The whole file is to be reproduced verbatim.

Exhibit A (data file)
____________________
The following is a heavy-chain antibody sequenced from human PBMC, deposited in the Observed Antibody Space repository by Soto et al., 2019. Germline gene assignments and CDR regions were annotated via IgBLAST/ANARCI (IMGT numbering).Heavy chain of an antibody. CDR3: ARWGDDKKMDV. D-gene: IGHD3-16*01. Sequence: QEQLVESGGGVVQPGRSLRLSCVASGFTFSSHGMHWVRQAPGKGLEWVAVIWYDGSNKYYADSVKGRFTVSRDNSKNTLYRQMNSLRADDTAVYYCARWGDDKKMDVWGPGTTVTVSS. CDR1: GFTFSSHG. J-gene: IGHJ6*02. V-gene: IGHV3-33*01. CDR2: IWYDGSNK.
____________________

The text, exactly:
The following is a heavy-chain antibody sequenced from human PBMC, deposited in the Observed Antibody Space repository by Soto et al., 2019. Germline gene assignments and CDR regions were annotated via IgBLAST/ANARCI (IMGT numbering).Heavy chain of an antibody. CDR3: ARWGDDKKMDV. D-gene: IGHD3-16*01. Sequence: QEQLVESGGGVVQPGRSLRLSCVASGFTFSSHGMHWVRQAPGKGLEWVAVIWYDGSNKYYADSVKGRFTVSRDNSKNTLYRQMNSLRADDTAVYYCARWGDDKKMDVWGPGTTVTVSS. CDR1: GFTFSSHG. J-gene: IGHJ6*02. V-gene: IGHV3-33*01. CDR2: IWYDGSNK.